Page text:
The History of DWI and How it Affects You
I have been working in the area of vehicle and traffic and Driving While Intoxicated (DWI) in one capacity or another since 1961 (not a typo). I spent twenty years as a New York State Trooper (retired); seven years as a part time City Court Judge in the city of Mechanicville, New York, and twenty-seven years as a practicing defense attorney with an emphasis on the vehicle and traffic law, and Driving While Intoxicated.
When I first started my career as a trooper, the attitude of the public, police, prosecutors, court and the legislators was “There but for the grace of God go I”. It was not unusual for police officers to “take the drunk home”. This is understandable, since it was also not uncommon, when a DWI arrest was made, for the prosecutor and court to agree to a plea bargain, which at the time did not involve any impact on the defendant’s license.
Through the efforts of groups such as Mothers Against Drunk Driving (MADD), Students Against Drunk Driving (SADD) and Remove Intoxicated Drivers (RID), the laws involving intoxicated drivers have been tightened and modified, and continue to be evolved to more accurately reflect the seriousness of the crime of DWI.
Easily one of the most active areas of law enforcement is in the statutes involving Driving While Intoxicated (DWI). When I became a state trooper, the Blood Alcohol Level (BAC) to establish intoxicated driving was 0.15 %. This was lowered to 0.12%, then to 0.10 %, and finally to 0.08%, at which it remains.
Law enforcement officers have engaged in an emphasis on making the arrest. Prosecutors will prosecute all arrests to the fullest extent supported by the evidence, and judges will impose strict penalties upon a conviction.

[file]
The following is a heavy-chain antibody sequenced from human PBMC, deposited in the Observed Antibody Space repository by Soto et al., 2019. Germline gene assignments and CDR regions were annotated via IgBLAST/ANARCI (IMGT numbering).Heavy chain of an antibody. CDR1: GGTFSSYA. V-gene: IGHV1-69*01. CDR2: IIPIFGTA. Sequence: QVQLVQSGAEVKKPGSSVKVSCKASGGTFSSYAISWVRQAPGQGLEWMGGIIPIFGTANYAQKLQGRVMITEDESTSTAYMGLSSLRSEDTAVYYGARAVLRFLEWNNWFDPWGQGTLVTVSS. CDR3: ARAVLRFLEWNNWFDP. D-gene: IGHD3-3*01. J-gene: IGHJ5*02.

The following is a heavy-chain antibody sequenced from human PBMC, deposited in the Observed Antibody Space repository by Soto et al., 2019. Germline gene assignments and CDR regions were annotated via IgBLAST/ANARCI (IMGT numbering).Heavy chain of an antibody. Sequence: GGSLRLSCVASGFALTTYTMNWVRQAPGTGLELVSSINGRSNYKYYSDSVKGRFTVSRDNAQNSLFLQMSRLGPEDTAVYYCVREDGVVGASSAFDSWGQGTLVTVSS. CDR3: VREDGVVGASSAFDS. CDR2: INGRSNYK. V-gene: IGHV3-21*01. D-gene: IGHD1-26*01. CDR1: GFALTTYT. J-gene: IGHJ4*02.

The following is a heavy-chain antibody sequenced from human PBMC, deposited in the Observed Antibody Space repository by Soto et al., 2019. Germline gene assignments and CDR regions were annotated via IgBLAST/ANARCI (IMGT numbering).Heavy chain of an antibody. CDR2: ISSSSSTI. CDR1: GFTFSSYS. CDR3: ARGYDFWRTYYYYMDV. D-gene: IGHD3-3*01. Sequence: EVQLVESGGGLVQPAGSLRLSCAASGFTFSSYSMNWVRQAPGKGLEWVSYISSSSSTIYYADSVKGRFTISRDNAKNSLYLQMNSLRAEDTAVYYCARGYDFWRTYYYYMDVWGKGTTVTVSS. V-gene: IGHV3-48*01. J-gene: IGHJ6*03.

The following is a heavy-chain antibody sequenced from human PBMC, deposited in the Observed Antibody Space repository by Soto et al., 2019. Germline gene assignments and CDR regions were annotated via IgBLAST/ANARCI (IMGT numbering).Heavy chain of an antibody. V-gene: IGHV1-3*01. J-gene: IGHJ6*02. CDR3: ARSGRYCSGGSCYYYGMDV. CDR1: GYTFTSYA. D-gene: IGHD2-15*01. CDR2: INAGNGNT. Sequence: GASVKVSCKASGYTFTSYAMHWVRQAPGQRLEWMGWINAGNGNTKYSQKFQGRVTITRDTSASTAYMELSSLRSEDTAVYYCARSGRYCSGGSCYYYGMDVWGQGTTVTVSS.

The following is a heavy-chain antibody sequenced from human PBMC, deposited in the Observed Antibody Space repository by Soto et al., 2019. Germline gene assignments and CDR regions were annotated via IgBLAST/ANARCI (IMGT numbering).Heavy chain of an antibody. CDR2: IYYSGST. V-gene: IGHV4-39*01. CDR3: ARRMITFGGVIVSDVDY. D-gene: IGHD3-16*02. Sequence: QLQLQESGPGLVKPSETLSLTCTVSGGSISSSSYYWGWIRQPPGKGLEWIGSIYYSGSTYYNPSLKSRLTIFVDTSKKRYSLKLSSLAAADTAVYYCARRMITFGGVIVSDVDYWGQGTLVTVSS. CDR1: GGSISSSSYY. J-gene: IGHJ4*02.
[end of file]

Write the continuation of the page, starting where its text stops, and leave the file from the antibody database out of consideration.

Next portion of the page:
It is impossible to generate any level of sympathy from the police, prosecutors, judges and legislators for drunk drivers, especially involving repeat offenders.
In New York State, the penalties for an alcohol or drug-related violation include the loss of driving privileges, fines, and a possible jail term. Three or more alcohol or drug-related convictions or refusals within 10 years can result in permanent revocation of your driver’s license. Greater penalties can also apply for multiple alcohol or drug violations within a 25-year period, with fines as high as $10,000 and a jail term up to 7 years.
Statutes have taken effect to:
- Increase the level of the crime based on the BAC level, prior record, and presence of a child in the car when the crime was committed (known as Leandra’s Law), are only a few of the amendments to existing laws to place the emphasis on enforcement, rehabilitation and punishment
- Enforce prompt suspension statutes requiring the immediate suspension of a motorist’s license pending prosecution
- Restrict Plea Bargaining
- Require attendance at a Drinking Driver Program (DDP) and a Victim Impact Program (VIP) It has become more important for a motorist accused of DWI to engage the service of an experienced attorney to assist in navigating the statutory changes, and understanding the policy of prosecutors, which are at times more restrictive than the statute. Remember, nobody is entitled to a plea bargain.The era of “There but for the grace of God go I” is over.